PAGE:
11. (7) I remember Asimov’s autobiography noted that he was so invested in observing the results of his experiment that he didn’t have a problem with flying – on that one occasion.

  12. 3) “It’s their willing dupes, the cowards, the quislings, the useless one-way virtue signalers who can only speak up when their masters say it’s okay, who are too scared to go against the rigid group think of their deranged cult, who’ll let evil shit slide because they’re scared their team will get upset at them… Those people I despise.

    So he despises the Sad and Rabid Puppies, and all those with similar views. Nice of him to admit it in public.

  13. Correia is right. That language is flagrantly anti-Jewish, and another example of very old tropes (such as “the Zionist entity”) that have been working their way into the pro-Gaza movement.

  14. @Jon Meltzer
    For many of us, Zionism isn’t the same as Judaism. It’s a whole different thing, wrapped up in politics going back about 150 years.

  15. 3) LC is obviously correct. The CoC as written is anti-Semitic. He has a bunch of other positions that many would find agreeable. It’s a modest challenge to find him in a mode where he isn’t packaging those positions poorly. The WriterDojo podcast that he does with Steve Diamond is one format where he isn’t trying to present as outraged over everything.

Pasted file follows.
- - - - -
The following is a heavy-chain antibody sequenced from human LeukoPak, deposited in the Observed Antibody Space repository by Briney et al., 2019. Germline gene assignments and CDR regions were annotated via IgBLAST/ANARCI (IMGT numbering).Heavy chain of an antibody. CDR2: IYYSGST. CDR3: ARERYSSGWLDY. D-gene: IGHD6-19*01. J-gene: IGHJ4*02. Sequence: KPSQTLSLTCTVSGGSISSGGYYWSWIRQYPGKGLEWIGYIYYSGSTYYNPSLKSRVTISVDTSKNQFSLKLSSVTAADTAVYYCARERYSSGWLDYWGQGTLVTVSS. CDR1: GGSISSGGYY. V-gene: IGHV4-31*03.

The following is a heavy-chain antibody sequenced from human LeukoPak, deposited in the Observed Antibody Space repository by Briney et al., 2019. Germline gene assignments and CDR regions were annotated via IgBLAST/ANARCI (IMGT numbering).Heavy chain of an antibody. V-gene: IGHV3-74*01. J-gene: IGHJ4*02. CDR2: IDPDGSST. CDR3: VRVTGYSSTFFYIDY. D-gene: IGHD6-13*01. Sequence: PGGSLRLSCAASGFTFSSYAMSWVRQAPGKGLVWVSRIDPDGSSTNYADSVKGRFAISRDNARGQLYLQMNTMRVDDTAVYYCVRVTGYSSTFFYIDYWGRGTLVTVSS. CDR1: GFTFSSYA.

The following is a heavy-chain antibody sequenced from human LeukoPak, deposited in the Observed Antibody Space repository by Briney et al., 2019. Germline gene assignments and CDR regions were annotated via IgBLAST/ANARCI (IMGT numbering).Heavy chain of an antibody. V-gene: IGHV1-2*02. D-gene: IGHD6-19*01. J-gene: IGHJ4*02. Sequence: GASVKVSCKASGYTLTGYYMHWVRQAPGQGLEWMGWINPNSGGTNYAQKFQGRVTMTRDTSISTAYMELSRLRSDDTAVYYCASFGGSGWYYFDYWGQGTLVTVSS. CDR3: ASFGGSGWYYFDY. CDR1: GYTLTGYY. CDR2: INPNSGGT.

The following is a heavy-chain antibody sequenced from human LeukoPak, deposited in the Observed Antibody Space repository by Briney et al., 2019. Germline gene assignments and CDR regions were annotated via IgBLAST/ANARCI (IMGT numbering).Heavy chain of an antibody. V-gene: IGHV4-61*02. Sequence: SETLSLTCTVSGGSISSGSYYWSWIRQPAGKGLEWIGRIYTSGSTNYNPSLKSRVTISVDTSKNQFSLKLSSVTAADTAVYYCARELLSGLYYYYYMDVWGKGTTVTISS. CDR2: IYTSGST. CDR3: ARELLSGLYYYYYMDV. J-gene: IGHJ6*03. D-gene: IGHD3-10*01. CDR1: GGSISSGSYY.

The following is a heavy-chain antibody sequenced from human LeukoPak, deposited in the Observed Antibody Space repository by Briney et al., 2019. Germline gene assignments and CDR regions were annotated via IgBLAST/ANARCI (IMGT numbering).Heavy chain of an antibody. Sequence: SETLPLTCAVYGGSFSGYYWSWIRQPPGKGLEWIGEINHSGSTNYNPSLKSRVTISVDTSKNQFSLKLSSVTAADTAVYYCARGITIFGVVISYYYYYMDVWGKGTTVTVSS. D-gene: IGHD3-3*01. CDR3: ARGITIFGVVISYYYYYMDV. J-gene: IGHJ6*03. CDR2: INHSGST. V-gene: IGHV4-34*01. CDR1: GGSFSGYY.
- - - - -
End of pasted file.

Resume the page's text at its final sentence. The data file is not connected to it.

Maybe finding occasions of agreement are a good thing!tm

    2) I’ve heard a couple of reviews. Yup. They didn’t like The Acolyte. But those reviewers have had positive reviews of other entries in the Star Wars franchise that weren’t episodes 4, 5, or 6. So maybe there is a point worth discussing in their criticisms.

    Hear me out for a second. Maybe…just maybe… Disney’s decision to jettison the pre-2014 books and canon (now referred to as Legends) wasn’t the smartest business decision ever made. And maybe…just maybe!!… electing to displace all of that work in favor of content that contradicts the previous work makes about as much marketing sense as reframing Sauron as a pro-growth economist who is being opposed by anti-progress Elves. Maybe putting the Star Wars brand on sub-par content that wouldn’t survive without the branding is a poor choice. Sort of like the geniuses that came up with New Coke ~40 years ago.

    Even the author of the Forbes piece considers The Acolyte as “just okay.”

    Tronatology 101 – Never let the smoke out.

  16. It’s a modest challenge to find him in a mode where he isn’t packaging those positions poorly.

    How much time would you spend with the angry ranting drunk at the end of the bar waiting for him to say something agreeable? Life’s too short.

  17. (3) Larry Correia does a stopped clock impression and manages to be right (and not far-right) for once. That CoC is antisemitic, barring people with one political position and not any others. By most definitions, everyone who recognizes that Israel is a sovereign nation is pro-Zionist–it’s not a particularly obnoxious ideology. I don’t see any mention of banning tankies or pro-Hamas or pro-CCP shills, who are lot more obnoxious in their politics–I wonder why not?